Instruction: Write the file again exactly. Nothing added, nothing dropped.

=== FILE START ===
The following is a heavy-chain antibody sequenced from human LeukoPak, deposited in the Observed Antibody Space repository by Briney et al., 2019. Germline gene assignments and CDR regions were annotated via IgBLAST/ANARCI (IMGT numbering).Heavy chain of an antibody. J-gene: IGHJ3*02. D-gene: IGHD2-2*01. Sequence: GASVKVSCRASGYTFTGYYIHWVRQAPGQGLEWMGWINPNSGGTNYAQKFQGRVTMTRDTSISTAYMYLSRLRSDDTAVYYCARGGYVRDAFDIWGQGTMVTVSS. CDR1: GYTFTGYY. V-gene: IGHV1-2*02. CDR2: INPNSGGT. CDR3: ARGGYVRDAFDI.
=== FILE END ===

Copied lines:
The following is a heavy-chain antibody sequenced from human LeukoPak, deposited in the Observed Antibody Space repository by Briney et al., 2019. Germline gene assignments and CDR regions were annotated via IgBLAST/ANARCI (IMGT numbering).Heavy chain of an antibody. J-gene: IGHJ3*02. D-gene: IGHD2-2*01. Sequence: GASVKVSCRASGYTFTGYYIHWVRQAPGQGLEWMGWINPNSGGTNYAQKFQGRVTMTRDTSISTAYMYLSRLRSDDTAVYYCARGGYVRDAFDIWGQGTMVTVSS. CDR1: GYTFTGYY. V-gene: IGHV1-2*02. CDR2: INPNSGGT. CDR3: ARGGYVRDAFDI.